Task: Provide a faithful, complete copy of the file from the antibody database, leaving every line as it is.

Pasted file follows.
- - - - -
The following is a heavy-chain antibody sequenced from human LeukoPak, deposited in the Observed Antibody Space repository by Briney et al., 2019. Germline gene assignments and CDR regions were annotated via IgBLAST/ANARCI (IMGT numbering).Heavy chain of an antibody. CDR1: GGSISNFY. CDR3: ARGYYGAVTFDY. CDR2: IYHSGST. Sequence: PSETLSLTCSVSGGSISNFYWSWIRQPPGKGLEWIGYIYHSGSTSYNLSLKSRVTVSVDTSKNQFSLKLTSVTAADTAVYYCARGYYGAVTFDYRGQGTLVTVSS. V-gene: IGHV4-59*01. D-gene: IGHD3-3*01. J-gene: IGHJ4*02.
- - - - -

The following is a heavy-chain antibody sequenced from human LeukoPak, deposited in the Observed Antibody Space repository by Briney et al., 2019. Germline gene assignments and CDR regions were annotated via IgBLAST/ANARCI (IMGT numbering).Heavy chain of an antibody. CDR1: GGSISNFY. CDR3: ARGYYGAVTFDY. CDR2: IYHSGST. Sequence: PSETLSLTCSVSGGSISNFYWSWIRQPPGKGLEWIGYIYHSGSTSYNLSLKSRVTVSVDTSKNQFSLKLTSVTAADTAVYYCARGYYGAVTFDYRGQGTLVTVSS. V-gene: IGHV4-59*01. D-gene: IGHD3-3*01. J-gene: IGHJ4*02.